Killing your business with poor customer service?
Thu, Apr 20 2017 06:44 AM | Customer Service
I love my gadgets and the price is often very comparable between stores. What sways my purchase decision is the customer experience that goes along with the purchase. I'll even go as far as saying I'll pay a little MORE for something from the retailer that believes in good service.
What is good service though?
I don't profess to be an expert on the subject, but in my mind it's mainly a warmth and desire to delight me as a customer. If I walk into an Incredible Connection, I don't expect the sales consultant to be knowledgeable on every single product, but I do expect him to be helpful. If he doesn't know anything about routers, instead of pretending to (and getting his facts wrong) or simply pointing to another colleague and saying "speak to him", a more positive experience would be "sir, my colleague over there is an expert on routers, let me take you to him"). It's those small moments of engagement that change a customer's perception of a brand.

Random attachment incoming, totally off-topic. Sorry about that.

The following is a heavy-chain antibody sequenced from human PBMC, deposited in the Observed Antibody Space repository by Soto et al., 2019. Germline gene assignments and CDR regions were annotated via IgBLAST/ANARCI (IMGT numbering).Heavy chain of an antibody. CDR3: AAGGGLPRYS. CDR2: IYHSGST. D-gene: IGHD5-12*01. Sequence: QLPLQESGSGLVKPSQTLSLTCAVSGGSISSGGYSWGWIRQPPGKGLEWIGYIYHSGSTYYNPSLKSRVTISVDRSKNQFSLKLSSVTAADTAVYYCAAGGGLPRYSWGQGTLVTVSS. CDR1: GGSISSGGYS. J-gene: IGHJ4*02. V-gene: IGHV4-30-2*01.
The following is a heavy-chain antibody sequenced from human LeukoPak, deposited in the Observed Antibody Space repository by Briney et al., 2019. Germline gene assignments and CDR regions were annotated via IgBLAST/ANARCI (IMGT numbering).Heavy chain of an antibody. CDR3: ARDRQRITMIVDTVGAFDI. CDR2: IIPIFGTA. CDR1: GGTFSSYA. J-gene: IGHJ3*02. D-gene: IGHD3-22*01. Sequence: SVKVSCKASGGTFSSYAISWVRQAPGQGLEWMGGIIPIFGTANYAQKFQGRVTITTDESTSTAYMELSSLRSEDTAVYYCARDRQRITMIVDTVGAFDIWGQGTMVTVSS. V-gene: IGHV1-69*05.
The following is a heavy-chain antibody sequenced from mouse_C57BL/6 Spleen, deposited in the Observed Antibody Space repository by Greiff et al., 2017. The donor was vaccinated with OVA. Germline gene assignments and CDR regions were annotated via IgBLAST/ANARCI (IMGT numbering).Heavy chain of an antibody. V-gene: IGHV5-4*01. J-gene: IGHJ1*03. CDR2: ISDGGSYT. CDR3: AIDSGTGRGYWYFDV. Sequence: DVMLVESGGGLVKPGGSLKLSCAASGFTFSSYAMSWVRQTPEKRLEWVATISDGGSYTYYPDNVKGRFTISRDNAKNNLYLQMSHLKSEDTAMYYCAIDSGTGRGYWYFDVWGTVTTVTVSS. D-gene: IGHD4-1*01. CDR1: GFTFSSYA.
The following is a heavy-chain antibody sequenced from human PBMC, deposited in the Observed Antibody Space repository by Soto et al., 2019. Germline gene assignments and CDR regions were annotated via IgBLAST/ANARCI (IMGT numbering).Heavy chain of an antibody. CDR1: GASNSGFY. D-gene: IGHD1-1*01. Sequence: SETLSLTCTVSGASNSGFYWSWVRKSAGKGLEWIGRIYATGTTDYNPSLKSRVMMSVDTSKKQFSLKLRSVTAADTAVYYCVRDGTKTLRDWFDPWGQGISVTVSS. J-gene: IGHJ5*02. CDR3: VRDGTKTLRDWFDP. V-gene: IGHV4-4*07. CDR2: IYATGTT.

Let me use Vodacom as another example (based on a recent experience). I have very little signal in my home and a very helpful agent on the phone chatted to me about various solutions and said an engineer assigned to the suburb would get in touch. Whilst Vodacom did kindly resolve the issue by placing a booster in my home office, the dreariness and aloofness of the engineer who eventually phoned me to sort out the issue dampened my perception of the whole interaction with the company. Sure, I now have signal, but how did he leave me feeling about the brand? The engineer thought he was just in a technical field, but he got it so wrong. He's in customer service! In the 3 weeks of being assigned to me, he wouldn't acknowledge or reply to my emails, nor EVER answer his phone. BAM... a negative moment of truth with the brand.
How often do you phone a company and a dreary receptionist answers, and then doesn't even say a word when transferring you. The role of a receptionist is so vital in the customer's perception of an organisation, yet the training of this role is so often neglected.
So what am I trying to say? If your staff member interacts with a customer in any way (even if they are not in sales or customer care), they ARE in customer service and you have placed the perception of your entire business in their hands. It's time to create a more positive "moment of truth" for your customers. If you want to beat your competitor, it's not just about your product... it's about your service.